Would you be willing to bet your entire teaching career that you will never have students who score low on the Big Standardized Test? Would you take the bet for a little bit more money?
Alabama is hoping there are people who will take that bet, as their legislature rolls out the Rewarding Advancement in Instruction and Student Excellence Act-- RAISE!! The actual intent of this bill is telegraphed by the fact that it has often been touted as a "tenure reform bill." To read up on it, I suggest this piece, as well as the blog of Larry Lee, who has covered the act pretty thoroughly and includes many comments from affected parties.
The bill is intended to tie teacher pay and teacher employment to student test results. There will be whole new state action to make up a list of possible evaluation tools for all teachers of untested subjects. There will be requirements for student growth. There will be an opportunity for some students and parents to evaluate teachers.
The BS Test that will be used is the ACT Aspire, a pre-ACT manufactured by the ACT folks. Is it aligned in any way with Alabama's standards? If it is, nobody seems to be saying so. But those test results will be the basis of pretty much everything?
The big bet that I opened with-- that's the choice that RAISE presents teachers with. You can have a traditional tenure track or a performance track. The performance track is supposed to bring you the big bucks, with huge money on the table. The starting salary on this schedule must be $2,500 more than the lowest traditional starting schedule, so maybe not so huge in some districts. All you have to do is get your students to produce big time test scores-- in fact, once your students aren't producing those scores, your career is done. In other words, on this track, your job is literally only to prepare students for the test.
On the traditional track (called the "grandfathered salary schedule"), you will still be judged by test scores. You'll wait five years for tenure, and your tenure will be not protect you from low test scores-- two bad years and your tenure is revoked, with another five year stretch before it can be re-instated. Also, your extra education will no longer make any difference in your pay. What did you think-- that the state was going to hire you to stay smart about your field? No smarty pants extra degrees necessary in Alabama.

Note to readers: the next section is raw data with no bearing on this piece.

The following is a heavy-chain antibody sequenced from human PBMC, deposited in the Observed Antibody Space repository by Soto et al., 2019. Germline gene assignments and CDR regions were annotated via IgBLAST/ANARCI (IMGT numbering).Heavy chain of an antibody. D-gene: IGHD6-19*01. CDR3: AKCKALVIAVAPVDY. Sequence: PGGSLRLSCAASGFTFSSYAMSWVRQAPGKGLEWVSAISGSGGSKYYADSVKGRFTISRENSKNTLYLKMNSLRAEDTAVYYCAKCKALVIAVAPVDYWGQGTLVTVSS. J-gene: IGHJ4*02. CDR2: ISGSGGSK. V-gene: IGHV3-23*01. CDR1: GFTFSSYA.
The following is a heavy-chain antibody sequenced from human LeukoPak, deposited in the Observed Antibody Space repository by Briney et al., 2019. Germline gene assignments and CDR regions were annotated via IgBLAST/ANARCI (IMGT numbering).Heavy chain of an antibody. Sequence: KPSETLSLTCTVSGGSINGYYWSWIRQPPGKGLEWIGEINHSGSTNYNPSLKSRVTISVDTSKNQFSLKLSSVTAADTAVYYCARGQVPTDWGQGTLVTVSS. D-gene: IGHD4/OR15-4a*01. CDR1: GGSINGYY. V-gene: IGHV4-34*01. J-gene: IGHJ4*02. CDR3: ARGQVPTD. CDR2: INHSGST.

Teachers hired before May of 2017 get a choice of which salary schedule to choose-- but once they choose the performance schedule, they may not switch back. And if tenured teachers choose the performance track, they must give up tenure.
Also, as just a fun side note, RAISE also boosts the Alabama Longitudinal Data System, a giant data mining and storage program which will make Big Brother proud.
There are many reasons to hate this proposal, including but not limited to the way in which it reduces Alabama schools to nothing but test prep facilities. For teachers who aren't directly prepping for the ACT, it will be a crap shoot as far as what test they'll be prepping their students for. But all these tests will be tests that are given strictly to determine the pay and job standing of the teacher in the classroom.
Clearly, Alabama has entered the Drive Teachers Out of the Classroom derby. After all, who would want to take a teaching job where you made some good-ish money for a couple of years but had no hope of maintaining an actual lifetime teaching career. I mean, who would want to get into a classroom, make some bucks, just teach to a test, and then get out before they were even thirty years old? Oh, wait.
Yes, Teach for America has been in Alabama for about five years, and they've done pretty well for themselves at selling the standard narrative. When they moved into Hunstville, the local tv station coverage started with this lead: "Huntsville City Schools tout themselves as a data-driven district, which
is why they turned to Teach For America. They want to turn around the
numbers at under-performing schools." And the head of Alabama TFA managed to also land the job of executive director of the Birmingham Education Foundation, another one of those foundations that lets community leaders take charge of schools without going to the trouble of being elected to do so. So the TFA story is selling well in Alabama.
TFA's placement presence in Alabama is small so far, but if RAISE isn't tailored for exactly their kind of high-turnover, test-prep pedagogical approach, I will eat my hat (and you should see my hat).
Are there problems with the bill (I mean, you know, other than gutting the teaching profession and replacing actual education with test prep). Well, there seems to be some question about where all the extra money to pay all those performance-based raises will come from. And
You can read the draft version of the bill here, and you can say a little prayer for education in Alabama. You can prepare to add Alabama to the list of states in which actual teachers aren't really welcome (no reason for North Carolina to be lonely). And I suppose if you like the idea of betting your career against a thousand dollars or so, you can pack your bags and be Alabammy bound.